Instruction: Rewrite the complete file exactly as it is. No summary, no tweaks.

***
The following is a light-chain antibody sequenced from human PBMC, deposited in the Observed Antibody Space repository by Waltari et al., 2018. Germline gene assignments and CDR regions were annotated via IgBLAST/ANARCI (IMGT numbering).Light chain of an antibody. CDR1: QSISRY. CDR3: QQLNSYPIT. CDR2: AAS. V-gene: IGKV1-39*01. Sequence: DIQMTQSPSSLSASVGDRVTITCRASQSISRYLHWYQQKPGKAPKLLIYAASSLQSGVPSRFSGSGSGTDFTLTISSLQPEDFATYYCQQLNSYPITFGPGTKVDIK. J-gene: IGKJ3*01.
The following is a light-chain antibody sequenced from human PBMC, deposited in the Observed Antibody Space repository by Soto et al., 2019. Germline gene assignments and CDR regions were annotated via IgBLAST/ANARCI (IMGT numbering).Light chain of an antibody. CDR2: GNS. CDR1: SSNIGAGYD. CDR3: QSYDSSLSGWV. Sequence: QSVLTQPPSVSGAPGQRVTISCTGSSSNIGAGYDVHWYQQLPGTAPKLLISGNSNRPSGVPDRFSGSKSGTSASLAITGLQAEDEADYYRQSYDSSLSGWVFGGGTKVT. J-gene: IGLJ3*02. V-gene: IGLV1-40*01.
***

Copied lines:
The following is a light-chain antibody sequenced from human PBMC, deposited in the Observed Antibody Space repository by Waltari et al., 2018. Germline gene assignments and CDR regions were annotated via IgBLAST/ANARCI (IMGT numbering).Light chain of an antibody. CDR1: QSISRY. CDR3: QQLNSYPIT. CDR2: AAS. V-gene: IGKV1-39*01. Sequence: DIQMTQSPSSLSASVGDRVTITCRASQSISRYLHWYQQKPGKAPKLLIYAASSLQSGVPSRFSGSGSGTDFTLTISSLQPEDFATYYCQQLNSYPITFGPGTKVDIK. J-gene: IGKJ3*01.
The following is a light-chain antibody sequenced from human PBMC, deposited in the Observed Antibody Space repository by Soto et al., 2019. Germline gene assignments and CDR regions were annotated via IgBLAST/ANARCI (IMGT numbering).Light chain of an antibody. CDR2: GNS. CDR1: SSNIGAGYD. CDR3: QSYDSSLSGWV. Sequence: QSVLTQPPSVSGAPGQRVTISCTGSSSNIGAGYDVHWYQQLPGTAPKLLISGNSNRPSGVPDRFSGSKSGTSASLAITGLQAEDEADYYRQSYDSSLSGWVFGGGTKVT. J-gene: IGLJ3*02. V-gene: IGLV1-40*01.